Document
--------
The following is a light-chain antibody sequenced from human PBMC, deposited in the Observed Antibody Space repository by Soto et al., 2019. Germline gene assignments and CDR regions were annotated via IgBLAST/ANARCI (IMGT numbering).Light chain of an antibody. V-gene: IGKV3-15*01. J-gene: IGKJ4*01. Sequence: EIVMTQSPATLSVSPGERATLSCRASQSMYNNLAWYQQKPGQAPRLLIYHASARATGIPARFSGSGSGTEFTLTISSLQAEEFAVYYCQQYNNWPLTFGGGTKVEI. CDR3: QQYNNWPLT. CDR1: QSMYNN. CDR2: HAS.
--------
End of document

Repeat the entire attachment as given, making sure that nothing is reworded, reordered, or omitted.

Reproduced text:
The following is a light-chain antibody sequenced from human PBMC, deposited in the Observed Antibody Space repository by Soto et al., 2019. Germline gene assignments and CDR regions were annotated via IgBLAST/ANARCI (IMGT numbering).Light chain of an antibody. V-gene: IGKV3-15*01. J-gene: IGKJ4*01. Sequence: EIVMTQSPATLSVSPGERATLSCRASQSMYNNLAWYQQKPGQAPRLLIYHASARATGIPARFSGSGSGTEFTLTISSLQAEEFAVYYCQQYNNWPLTFGGGTKVEI. CDR3: QQYNNWPLT. CDR1: QSMYNN. CDR2: HAS.